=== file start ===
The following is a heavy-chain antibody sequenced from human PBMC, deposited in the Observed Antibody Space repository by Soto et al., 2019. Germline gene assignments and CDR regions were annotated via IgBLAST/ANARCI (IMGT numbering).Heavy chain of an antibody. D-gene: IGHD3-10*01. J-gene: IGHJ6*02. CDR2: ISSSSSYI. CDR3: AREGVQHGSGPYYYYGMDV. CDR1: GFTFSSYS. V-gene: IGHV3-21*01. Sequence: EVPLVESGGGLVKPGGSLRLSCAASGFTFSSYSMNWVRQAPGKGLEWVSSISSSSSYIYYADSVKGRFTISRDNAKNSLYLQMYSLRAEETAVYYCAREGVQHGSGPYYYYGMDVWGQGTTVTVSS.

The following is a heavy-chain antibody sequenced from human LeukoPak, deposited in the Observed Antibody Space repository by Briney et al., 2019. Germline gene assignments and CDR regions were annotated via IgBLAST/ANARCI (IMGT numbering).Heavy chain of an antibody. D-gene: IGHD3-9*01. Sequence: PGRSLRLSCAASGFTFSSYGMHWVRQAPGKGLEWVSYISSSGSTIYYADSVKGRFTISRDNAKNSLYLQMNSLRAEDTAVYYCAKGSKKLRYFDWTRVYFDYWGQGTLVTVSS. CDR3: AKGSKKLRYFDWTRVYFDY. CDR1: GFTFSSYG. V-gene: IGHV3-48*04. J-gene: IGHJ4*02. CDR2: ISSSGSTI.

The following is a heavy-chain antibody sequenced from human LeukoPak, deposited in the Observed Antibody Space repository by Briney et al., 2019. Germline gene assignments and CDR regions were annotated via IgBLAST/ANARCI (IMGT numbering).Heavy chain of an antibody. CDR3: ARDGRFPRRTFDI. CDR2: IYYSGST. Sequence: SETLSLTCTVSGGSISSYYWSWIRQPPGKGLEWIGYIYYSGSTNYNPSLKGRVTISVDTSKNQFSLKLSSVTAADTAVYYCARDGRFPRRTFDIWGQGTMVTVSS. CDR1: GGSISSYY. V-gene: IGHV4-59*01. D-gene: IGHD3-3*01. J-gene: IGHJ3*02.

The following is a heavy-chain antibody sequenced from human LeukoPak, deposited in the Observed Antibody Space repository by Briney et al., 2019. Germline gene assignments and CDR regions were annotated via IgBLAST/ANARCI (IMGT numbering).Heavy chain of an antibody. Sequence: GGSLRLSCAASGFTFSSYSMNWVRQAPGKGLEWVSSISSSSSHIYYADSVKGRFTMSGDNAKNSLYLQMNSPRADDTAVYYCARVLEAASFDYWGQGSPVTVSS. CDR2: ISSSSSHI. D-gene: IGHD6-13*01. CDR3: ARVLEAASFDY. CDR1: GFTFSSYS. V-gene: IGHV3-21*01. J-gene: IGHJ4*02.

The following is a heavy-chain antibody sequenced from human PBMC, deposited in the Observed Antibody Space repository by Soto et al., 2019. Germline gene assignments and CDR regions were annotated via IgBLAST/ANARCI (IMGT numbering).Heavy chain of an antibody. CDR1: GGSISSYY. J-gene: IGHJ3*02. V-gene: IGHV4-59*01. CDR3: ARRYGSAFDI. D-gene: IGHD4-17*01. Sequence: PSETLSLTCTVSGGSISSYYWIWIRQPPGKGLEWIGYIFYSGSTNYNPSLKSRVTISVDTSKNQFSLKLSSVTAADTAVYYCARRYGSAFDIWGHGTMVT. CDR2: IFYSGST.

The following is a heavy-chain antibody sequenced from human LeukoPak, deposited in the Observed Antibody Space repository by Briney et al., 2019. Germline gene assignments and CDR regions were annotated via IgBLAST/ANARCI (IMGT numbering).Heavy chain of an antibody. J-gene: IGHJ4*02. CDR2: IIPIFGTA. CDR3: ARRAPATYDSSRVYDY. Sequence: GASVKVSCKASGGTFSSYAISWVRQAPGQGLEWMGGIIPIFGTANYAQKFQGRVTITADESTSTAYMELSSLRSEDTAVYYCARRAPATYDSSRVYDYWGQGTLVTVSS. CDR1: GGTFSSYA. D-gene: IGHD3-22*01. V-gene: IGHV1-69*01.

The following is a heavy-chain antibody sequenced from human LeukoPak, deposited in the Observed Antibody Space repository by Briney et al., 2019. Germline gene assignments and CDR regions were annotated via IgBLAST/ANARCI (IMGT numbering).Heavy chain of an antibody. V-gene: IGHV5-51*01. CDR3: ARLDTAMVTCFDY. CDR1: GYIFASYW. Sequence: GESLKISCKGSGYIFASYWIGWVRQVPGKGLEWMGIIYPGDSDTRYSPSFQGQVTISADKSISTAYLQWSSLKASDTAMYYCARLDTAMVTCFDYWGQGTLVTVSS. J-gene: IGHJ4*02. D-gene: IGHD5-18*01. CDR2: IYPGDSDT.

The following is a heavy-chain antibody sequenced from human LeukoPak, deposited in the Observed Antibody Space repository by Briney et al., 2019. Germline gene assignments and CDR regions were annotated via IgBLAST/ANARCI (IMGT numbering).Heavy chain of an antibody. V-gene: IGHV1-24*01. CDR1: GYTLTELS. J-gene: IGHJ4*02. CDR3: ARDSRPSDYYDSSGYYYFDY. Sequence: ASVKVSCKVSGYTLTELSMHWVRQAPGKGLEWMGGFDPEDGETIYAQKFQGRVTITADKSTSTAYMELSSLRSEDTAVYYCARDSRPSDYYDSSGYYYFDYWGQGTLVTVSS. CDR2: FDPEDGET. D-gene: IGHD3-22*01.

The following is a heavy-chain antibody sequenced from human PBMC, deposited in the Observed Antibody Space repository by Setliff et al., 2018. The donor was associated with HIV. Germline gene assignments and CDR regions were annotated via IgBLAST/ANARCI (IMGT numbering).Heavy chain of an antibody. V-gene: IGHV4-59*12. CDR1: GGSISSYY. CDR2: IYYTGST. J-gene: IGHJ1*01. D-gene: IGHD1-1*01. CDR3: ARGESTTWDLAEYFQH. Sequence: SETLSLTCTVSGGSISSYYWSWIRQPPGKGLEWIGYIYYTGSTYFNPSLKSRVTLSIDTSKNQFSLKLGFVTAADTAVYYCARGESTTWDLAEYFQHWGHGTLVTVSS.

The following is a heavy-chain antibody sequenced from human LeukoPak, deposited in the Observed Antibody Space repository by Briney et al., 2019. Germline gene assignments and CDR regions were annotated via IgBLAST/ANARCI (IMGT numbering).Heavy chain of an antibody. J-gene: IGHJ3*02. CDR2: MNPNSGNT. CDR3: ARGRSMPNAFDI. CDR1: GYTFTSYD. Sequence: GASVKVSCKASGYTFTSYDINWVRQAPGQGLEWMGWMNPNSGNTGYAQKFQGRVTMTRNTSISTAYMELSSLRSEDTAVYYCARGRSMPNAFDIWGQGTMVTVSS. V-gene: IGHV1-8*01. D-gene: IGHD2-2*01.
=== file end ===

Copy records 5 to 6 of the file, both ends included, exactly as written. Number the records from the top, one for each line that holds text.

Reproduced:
The following is a heavy-chain antibody sequenced from human PBMC, deposited in the Observed Antibody Space repository by Soto et al., 2019. Germline gene assignments and CDR regions were annotated via IgBLAST/ANARCI (IMGT numbering).Heavy chain of an antibody. CDR1: GGSISSYY. J-gene: IGHJ3*02. V-gene: IGHV4-59*01. CDR3: ARRYGSAFDI. D-gene: IGHD4-17*01. Sequence: PSETLSLTCTVSGGSISSYYWIWIRQPPGKGLEWIGYIFYSGSTNYNPSLKSRVTISVDTSKNQFSLKLSSVTAADTAVYYCARRYGSAFDIWGHGTMVT. CDR2: IFYSGST.

The following is a heavy-chain antibody sequenced from human LeukoPak, deposited in the Observed Antibody Space repository by Briney et al., 2019. Germline gene assignments and CDR regions were annotated via IgBLAST/ANARCI (IMGT numbering).Heavy chain of an antibody. J-gene: IGHJ4*02. CDR2: IIPIFGTA. CDR3: ARRAPATYDSSRVYDY. Sequence: GASVKVSCKASGGTFSSYAISWVRQAPGQGLEWMGGIIPIFGTANYAQKFQGRVTITADESTSTAYMELSSLRSEDTAVYYCARRAPATYDSSRVYDYWGQGTLVTVSS. CDR1: GGTFSSYA. D-gene: IGHD3-22*01. V-gene: IGHV1-69*01.